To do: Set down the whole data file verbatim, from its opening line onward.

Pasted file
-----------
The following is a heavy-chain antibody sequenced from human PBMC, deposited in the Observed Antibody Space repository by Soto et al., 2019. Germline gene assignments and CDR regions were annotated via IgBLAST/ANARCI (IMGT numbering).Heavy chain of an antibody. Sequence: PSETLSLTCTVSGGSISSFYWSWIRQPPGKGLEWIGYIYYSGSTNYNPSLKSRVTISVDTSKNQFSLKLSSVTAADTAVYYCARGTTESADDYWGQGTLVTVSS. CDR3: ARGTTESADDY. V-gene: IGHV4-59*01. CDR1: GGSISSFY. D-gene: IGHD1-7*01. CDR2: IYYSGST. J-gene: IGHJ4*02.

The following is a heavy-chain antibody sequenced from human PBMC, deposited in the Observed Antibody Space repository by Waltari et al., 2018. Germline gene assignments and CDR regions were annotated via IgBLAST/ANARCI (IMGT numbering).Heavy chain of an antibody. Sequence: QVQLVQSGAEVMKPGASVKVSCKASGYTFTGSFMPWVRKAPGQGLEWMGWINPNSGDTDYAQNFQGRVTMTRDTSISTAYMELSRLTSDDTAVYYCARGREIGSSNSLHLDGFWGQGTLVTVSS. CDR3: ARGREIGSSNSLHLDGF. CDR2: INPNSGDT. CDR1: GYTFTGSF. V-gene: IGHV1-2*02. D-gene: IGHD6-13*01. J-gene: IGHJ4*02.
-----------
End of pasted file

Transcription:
The following is a heavy-chain antibody sequenced from human PBMC, deposited in the Observed Antibody Space repository by Soto et al., 2019. Germline gene assignments and CDR regions were annotated via IgBLAST/ANARCI (IMGT numbering).Heavy chain of an antibody. Sequence: PSETLSLTCTVSGGSISSFYWSWIRQPPGKGLEWIGYIYYSGSTNYNPSLKSRVTISVDTSKNQFSLKLSSVTAADTAVYYCARGTTESADDYWGQGTLVTVSS. CDR3: ARGTTESADDY. V-gene: IGHV4-59*01. CDR1: GGSISSFY. D-gene: IGHD1-7*01. CDR2: IYYSGST. J-gene: IGHJ4*02.

The following is a heavy-chain antibody sequenced from human PBMC, deposited in the Observed Antibody Space repository by Waltari et al., 2018. Germline gene assignments and CDR regions were annotated via IgBLAST/ANARCI (IMGT numbering).Heavy chain of an antibody. Sequence: QVQLVQSGAEVMKPGASVKVSCKASGYTFTGSFMPWVRKAPGQGLEWMGWINPNSGDTDYAQNFQGRVTMTRDTSISTAYMELSRLTSDDTAVYYCARGREIGSSNSLHLDGFWGQGTLVTVSS. CDR3: ARGREIGSSNSLHLDGF. CDR2: INPNSGDT. CDR1: GYTFTGSF. V-gene: IGHV1-2*02. D-gene: IGHD6-13*01. J-gene: IGHJ4*02.